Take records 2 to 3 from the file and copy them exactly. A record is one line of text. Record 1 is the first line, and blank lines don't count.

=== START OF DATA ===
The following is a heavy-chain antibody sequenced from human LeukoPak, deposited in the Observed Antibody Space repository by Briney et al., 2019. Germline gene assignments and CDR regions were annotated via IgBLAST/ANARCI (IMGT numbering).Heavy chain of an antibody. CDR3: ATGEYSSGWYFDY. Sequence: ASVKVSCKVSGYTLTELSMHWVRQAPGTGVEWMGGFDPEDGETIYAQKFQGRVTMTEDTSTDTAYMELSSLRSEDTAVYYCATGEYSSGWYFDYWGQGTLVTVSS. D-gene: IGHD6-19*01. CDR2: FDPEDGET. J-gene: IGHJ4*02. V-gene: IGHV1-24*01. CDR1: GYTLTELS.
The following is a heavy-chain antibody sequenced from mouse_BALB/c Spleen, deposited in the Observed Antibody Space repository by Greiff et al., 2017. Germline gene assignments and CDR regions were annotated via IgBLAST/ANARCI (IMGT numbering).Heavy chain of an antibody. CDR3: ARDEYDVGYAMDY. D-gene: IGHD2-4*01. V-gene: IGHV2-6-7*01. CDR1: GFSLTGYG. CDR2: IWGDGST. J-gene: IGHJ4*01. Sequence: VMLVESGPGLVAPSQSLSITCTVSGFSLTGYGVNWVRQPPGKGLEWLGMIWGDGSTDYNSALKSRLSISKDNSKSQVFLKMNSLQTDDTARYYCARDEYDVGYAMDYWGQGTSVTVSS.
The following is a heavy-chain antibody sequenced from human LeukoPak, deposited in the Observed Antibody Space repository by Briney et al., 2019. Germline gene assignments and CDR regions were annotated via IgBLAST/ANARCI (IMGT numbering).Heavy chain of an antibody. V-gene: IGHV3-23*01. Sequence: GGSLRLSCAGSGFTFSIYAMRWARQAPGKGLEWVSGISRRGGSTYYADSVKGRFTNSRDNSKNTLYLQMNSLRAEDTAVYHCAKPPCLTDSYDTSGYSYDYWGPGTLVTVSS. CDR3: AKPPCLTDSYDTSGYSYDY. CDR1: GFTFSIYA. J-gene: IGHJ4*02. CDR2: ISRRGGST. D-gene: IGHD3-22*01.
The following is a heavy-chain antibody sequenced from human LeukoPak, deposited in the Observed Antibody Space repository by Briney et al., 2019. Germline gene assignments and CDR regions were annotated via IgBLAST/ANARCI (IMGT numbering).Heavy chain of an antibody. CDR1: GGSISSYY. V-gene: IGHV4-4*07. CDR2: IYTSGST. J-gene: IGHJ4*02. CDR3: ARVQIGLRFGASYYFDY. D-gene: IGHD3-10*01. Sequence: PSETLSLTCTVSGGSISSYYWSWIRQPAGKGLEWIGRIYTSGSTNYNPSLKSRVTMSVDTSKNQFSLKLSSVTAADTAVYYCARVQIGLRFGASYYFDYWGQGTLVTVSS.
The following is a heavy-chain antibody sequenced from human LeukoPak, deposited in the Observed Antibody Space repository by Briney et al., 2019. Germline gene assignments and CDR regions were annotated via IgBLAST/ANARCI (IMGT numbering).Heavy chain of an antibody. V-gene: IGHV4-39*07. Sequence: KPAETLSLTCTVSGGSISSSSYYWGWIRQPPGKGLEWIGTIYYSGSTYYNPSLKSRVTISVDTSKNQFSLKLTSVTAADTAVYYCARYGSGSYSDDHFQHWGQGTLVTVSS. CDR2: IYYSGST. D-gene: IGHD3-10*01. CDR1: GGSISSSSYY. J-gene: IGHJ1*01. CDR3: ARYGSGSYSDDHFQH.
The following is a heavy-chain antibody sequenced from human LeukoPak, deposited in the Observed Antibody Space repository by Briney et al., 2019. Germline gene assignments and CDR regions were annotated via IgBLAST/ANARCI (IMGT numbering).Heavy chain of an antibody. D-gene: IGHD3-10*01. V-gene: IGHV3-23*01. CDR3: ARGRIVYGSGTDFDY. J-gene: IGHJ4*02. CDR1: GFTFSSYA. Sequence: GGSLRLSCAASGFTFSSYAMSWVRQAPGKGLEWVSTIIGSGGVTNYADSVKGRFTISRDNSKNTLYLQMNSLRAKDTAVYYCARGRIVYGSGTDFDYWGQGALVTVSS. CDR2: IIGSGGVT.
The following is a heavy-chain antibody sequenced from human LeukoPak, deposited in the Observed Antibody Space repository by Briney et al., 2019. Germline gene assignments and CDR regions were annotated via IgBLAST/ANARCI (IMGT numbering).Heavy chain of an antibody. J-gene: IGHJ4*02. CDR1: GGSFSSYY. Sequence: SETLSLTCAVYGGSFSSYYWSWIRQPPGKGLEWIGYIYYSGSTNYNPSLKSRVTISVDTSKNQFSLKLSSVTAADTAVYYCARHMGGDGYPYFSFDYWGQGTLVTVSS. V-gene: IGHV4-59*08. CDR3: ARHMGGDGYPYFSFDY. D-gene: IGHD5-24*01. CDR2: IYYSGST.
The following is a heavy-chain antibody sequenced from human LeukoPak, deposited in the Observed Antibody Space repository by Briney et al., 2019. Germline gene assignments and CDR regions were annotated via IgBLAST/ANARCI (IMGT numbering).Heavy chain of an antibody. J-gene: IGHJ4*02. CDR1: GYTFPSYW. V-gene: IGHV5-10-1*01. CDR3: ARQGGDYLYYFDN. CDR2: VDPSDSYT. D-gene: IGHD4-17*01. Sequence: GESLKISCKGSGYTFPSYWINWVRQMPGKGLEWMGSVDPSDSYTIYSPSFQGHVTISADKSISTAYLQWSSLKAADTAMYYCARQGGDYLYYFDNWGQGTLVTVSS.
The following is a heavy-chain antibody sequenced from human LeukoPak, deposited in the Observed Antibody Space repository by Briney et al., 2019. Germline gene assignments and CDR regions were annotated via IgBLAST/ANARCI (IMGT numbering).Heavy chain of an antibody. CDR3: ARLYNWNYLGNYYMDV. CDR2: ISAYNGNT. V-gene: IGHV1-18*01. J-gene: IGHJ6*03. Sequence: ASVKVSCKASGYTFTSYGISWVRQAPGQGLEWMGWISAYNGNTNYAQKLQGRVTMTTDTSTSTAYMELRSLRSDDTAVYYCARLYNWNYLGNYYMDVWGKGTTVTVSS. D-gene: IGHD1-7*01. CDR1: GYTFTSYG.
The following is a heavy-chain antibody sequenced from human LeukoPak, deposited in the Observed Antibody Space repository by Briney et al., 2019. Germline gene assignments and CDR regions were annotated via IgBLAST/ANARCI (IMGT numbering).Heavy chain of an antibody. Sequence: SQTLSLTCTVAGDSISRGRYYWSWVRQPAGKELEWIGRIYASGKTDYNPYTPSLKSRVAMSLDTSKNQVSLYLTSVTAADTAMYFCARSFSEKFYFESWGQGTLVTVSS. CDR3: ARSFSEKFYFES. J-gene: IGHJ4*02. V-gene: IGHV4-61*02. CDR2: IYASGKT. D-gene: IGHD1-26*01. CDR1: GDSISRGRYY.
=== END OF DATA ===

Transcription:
The following is a heavy-chain antibody sequenced from mouse_BALB/c Spleen, deposited in the Observed Antibody Space repository by Greiff et al., 2017. Germline gene assignments and CDR regions were annotated via IgBLAST/ANARCI (IMGT numbering).Heavy chain of an antibody. CDR3: ARDEYDVGYAMDY. D-gene: IGHD2-4*01. V-gene: IGHV2-6-7*01. CDR1: GFSLTGYG. CDR2: IWGDGST. J-gene: IGHJ4*01. Sequence: VMLVESGPGLVAPSQSLSITCTVSGFSLTGYGVNWVRQPPGKGLEWLGMIWGDGSTDYNSALKSRLSISKDNSKSQVFLKMNSLQTDDTARYYCARDEYDVGYAMDYWGQGTSVTVSS.
The following is a heavy-chain antibody sequenced from human LeukoPak, deposited in the Observed Antibody Space repository by Briney et al., 2019. Germline gene assignments and CDR regions were annotated via IgBLAST/ANARCI (IMGT numbering).Heavy chain of an antibody. V-gene: IGHV3-23*01. Sequence: GGSLRLSCAGSGFTFSIYAMRWARQAPGKGLEWVSGISRRGGSTYYADSVKGRFTNSRDNSKNTLYLQMNSLRAEDTAVYHCAKPPCLTDSYDTSGYSYDYWGPGTLVTVSS. CDR3: AKPPCLTDSYDTSGYSYDY. CDR1: GFTFSIYA. J-gene: IGHJ4*02. CDR2: ISRRGGST. D-gene: IGHD3-22*01.